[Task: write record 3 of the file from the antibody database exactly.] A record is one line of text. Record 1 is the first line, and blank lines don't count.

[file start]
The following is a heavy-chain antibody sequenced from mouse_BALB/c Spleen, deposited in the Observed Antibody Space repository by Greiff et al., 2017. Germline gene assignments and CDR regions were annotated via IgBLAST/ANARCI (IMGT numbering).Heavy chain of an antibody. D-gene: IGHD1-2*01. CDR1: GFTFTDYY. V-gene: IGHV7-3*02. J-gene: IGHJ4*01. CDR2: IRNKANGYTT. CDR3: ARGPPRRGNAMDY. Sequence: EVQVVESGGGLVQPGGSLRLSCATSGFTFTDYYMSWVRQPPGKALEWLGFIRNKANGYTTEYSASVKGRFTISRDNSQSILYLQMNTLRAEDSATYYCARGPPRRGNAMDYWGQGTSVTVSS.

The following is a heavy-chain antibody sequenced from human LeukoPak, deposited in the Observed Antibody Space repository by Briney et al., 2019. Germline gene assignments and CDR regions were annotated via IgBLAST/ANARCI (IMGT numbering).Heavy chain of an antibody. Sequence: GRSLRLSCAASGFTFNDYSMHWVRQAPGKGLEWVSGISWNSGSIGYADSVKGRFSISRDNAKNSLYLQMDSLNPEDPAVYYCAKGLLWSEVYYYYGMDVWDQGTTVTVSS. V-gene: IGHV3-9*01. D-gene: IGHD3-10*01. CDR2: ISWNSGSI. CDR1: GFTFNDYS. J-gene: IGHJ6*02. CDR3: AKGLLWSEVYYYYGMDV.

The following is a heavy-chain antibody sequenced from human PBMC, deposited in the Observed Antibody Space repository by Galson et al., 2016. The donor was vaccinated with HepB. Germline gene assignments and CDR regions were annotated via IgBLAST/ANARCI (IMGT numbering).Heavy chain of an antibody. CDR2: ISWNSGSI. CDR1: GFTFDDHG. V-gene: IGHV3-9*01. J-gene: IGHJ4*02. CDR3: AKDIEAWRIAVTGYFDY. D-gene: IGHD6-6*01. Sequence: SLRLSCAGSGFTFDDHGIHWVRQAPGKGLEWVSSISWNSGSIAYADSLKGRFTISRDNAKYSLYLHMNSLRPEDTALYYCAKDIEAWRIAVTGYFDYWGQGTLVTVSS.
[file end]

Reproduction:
The following is a heavy-chain antibody sequenced from human PBMC, deposited in the Observed Antibody Space repository by Galson et al., 2016. The donor was vaccinated with HepB. Germline gene assignments and CDR regions were annotated via IgBLAST/ANARCI (IMGT numbering).Heavy chain of an antibody. CDR2: ISWNSGSI. CDR1: GFTFDDHG. V-gene: IGHV3-9*01. J-gene: IGHJ4*02. CDR3: AKDIEAWRIAVTGYFDY. D-gene: IGHD6-6*01. Sequence: SLRLSCAGSGFTFDDHGIHWVRQAPGKGLEWVSSISWNSGSIAYADSLKGRFTISRDNAKYSLYLHMNSLRPEDTALYYCAKDIEAWRIAVTGYFDYWGQGTLVTVSS.